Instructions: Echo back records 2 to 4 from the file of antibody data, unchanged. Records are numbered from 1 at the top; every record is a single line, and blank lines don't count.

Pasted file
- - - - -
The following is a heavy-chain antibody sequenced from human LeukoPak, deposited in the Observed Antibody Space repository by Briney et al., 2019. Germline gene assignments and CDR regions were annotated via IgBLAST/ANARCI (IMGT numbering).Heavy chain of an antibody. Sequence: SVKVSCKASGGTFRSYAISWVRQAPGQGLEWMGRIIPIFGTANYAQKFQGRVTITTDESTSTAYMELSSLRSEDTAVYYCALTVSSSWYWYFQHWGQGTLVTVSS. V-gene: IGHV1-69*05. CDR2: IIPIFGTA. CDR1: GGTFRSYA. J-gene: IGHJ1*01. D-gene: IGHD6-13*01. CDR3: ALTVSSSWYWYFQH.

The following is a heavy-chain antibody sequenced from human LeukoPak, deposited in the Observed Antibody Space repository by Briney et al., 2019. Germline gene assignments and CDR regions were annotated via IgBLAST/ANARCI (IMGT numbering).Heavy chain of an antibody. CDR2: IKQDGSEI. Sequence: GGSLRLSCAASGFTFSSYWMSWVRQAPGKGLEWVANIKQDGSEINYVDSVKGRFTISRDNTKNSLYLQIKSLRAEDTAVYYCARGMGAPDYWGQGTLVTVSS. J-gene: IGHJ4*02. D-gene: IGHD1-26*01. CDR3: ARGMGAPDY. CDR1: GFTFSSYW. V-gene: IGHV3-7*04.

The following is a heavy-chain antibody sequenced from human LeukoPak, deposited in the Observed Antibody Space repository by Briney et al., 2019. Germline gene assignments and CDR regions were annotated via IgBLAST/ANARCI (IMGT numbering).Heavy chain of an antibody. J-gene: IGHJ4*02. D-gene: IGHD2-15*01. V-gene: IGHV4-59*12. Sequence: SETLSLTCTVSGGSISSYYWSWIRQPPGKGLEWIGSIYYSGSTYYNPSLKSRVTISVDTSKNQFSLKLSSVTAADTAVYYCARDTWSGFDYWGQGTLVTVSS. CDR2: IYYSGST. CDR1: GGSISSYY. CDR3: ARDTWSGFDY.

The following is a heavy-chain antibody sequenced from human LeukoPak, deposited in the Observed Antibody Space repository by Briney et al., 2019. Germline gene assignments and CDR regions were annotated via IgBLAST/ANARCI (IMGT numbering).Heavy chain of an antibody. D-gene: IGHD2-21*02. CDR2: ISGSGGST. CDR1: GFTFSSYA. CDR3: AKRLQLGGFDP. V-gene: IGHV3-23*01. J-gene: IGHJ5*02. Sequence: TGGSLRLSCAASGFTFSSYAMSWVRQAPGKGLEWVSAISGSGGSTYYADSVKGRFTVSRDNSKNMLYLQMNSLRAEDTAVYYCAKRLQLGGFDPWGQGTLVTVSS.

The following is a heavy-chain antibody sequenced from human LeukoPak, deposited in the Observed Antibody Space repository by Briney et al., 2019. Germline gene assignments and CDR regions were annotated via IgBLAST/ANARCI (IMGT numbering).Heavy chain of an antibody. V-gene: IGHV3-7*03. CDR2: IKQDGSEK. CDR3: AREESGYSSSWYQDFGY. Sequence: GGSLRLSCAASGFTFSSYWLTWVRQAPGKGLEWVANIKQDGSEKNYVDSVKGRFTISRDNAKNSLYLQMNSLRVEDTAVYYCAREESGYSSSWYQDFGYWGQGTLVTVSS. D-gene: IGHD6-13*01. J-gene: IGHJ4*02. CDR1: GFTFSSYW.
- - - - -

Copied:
The following is a heavy-chain antibody sequenced from human LeukoPak, deposited in the Observed Antibody Space repository by Briney et al., 2019. Germline gene assignments and CDR regions were annotated via IgBLAST/ANARCI (IMGT numbering).Heavy chain of an antibody. CDR2: IKQDGSEI. Sequence: GGSLRLSCAASGFTFSSYWMSWVRQAPGKGLEWVANIKQDGSEINYVDSVKGRFTISRDNTKNSLYLQIKSLRAEDTAVYYCARGMGAPDYWGQGTLVTVSS. J-gene: IGHJ4*02. D-gene: IGHD1-26*01. CDR3: ARGMGAPDY. CDR1: GFTFSSYW. V-gene: IGHV3-7*04.

The following is a heavy-chain antibody sequenced from human LeukoPak, deposited in the Observed Antibody Space repository by Briney et al., 2019. Germline gene assignments and CDR regions were annotated via IgBLAST/ANARCI (IMGT numbering).Heavy chain of an antibody. J-gene: IGHJ4*02. D-gene: IGHD2-15*01. V-gene: IGHV4-59*12. Sequence: SETLSLTCTVSGGSISSYYWSWIRQPPGKGLEWIGSIYYSGSTYYNPSLKSRVTISVDTSKNQFSLKLSSVTAADTAVYYCARDTWSGFDYWGQGTLVTVSS. CDR2: IYYSGST. CDR1: GGSISSYY. CDR3: ARDTWSGFDY.

The following is a heavy-chain antibody sequenced from human LeukoPak, deposited in the Observed Antibody Space repository by Briney et al., 2019. Germline gene assignments and CDR regions were annotated via IgBLAST/ANARCI (IMGT numbering).Heavy chain of an antibody. D-gene: IGHD2-21*02. CDR2: ISGSGGST. CDR1: GFTFSSYA. CDR3: AKRLQLGGFDP. V-gene: IGHV3-23*01. J-gene: IGHJ5*02. Sequence: TGGSLRLSCAASGFTFSSYAMSWVRQAPGKGLEWVSAISGSGGSTYYADSVKGRFTVSRDNSKNMLYLQMNSLRAEDTAVYYCAKRLQLGGFDPWGQGTLVTVSS.